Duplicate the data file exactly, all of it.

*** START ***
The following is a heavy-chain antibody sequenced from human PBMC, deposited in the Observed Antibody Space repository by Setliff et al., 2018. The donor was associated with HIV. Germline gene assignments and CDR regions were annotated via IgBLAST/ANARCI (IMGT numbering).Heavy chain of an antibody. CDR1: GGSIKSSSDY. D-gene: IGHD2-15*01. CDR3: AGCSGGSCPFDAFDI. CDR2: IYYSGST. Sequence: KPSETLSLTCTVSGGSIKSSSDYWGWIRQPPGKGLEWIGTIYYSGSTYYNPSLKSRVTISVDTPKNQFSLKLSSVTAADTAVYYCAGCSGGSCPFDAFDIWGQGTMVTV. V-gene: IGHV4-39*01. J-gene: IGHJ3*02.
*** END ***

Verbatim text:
The following is a heavy-chain antibody sequenced from human PBMC, deposited in the Observed Antibody Space repository by Setliff et al., 2018. The donor was associated with HIV. Germline gene assignments and CDR regions were annotated via IgBLAST/ANARCI (IMGT numbering).Heavy chain of an antibody. CDR1: GGSIKSSSDY. D-gene: IGHD2-15*01. CDR3: AGCSGGSCPFDAFDI. CDR2: IYYSGST. Sequence: KPSETLSLTCTVSGGSIKSSSDYWGWIRQPPGKGLEWIGTIYYSGSTYYNPSLKSRVTISVDTPKNQFSLKLSSVTAADTAVYYCAGCSGGSCPFDAFDIWGQGTMVTV. V-gene: IGHV4-39*01. J-gene: IGHJ3*02.